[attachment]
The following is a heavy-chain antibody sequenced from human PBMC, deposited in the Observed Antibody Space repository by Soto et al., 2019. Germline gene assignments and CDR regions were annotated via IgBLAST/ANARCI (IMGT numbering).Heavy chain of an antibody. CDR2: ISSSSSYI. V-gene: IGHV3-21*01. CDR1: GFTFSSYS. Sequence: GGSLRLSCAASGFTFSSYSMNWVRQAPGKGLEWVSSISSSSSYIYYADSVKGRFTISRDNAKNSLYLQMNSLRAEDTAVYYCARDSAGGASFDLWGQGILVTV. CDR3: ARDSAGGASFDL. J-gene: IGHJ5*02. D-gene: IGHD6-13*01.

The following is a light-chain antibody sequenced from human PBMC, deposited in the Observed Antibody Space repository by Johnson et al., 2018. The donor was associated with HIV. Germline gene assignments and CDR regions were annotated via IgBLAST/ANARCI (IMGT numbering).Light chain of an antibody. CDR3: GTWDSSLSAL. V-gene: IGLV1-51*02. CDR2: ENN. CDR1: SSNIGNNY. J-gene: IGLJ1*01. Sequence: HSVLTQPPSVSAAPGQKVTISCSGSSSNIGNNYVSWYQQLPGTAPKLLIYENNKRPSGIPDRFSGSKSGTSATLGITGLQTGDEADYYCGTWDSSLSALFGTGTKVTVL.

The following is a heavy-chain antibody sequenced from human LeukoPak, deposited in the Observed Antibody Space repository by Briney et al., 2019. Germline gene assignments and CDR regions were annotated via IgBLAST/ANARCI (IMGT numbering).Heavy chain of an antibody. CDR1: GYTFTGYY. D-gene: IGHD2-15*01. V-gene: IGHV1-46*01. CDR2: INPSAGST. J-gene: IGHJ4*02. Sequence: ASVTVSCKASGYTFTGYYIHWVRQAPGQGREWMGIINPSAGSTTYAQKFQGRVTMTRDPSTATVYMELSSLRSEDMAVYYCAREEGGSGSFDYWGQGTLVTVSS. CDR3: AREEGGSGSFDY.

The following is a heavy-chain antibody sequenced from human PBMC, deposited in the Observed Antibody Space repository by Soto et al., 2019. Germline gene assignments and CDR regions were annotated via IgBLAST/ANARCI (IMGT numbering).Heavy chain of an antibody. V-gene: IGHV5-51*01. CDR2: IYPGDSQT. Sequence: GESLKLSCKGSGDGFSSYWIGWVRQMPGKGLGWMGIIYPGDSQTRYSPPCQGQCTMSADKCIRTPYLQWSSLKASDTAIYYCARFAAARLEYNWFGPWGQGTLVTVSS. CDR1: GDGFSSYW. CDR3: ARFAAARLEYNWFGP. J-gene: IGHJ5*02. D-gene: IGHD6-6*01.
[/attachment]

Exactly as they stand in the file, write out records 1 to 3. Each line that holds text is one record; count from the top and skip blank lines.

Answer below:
The following is a heavy-chain antibody sequenced from human PBMC, deposited in the Observed Antibody Space repository by Soto et al., 2019. Germline gene assignments and CDR regions were annotated via IgBLAST/ANARCI (IMGT numbering).Heavy chain of an antibody. CDR2: ISSSSSYI. V-gene: IGHV3-21*01. CDR1: GFTFSSYS. Sequence: GGSLRLSCAASGFTFSSYSMNWVRQAPGKGLEWVSSISSSSSYIYYADSVKGRFTISRDNAKNSLYLQMNSLRAEDTAVYYCARDSAGGASFDLWGQGILVTV. CDR3: ARDSAGGASFDL. J-gene: IGHJ5*02. D-gene: IGHD6-13*01.

The following is a light-chain antibody sequenced from human PBMC, deposited in the Observed Antibody Space repository by Johnson et al., 2018. The donor was associated with HIV. Germline gene assignments and CDR regions were annotated via IgBLAST/ANARCI (IMGT numbering).Light chain of an antibody. CDR3: GTWDSSLSAL. V-gene: IGLV1-51*02. CDR2: ENN. CDR1: SSNIGNNY. J-gene: IGLJ1*01. Sequence: HSVLTQPPSVSAAPGQKVTISCSGSSSNIGNNYVSWYQQLPGTAPKLLIYENNKRPSGIPDRFSGSKSGTSATLGITGLQTGDEADYYCGTWDSSLSALFGTGTKVTVL.

The following is a heavy-chain antibody sequenced from human LeukoPak, deposited in the Observed Antibody Space repository by Briney et al., 2019. Germline gene assignments and CDR regions were annotated via IgBLAST/ANARCI (IMGT numbering).Heavy chain of an antibody. CDR1: GYTFTGYY. D-gene: IGHD2-15*01. V-gene: IGHV1-46*01. CDR2: INPSAGST. J-gene: IGHJ4*02. Sequence: ASVTVSCKASGYTFTGYYIHWVRQAPGQGREWMGIINPSAGSTTYAQKFQGRVTMTRDPSTATVYMELSSLRSEDMAVYYCAREEGGSGSFDYWGQGTLVTVSS. CDR3: AREEGGSGSFDY.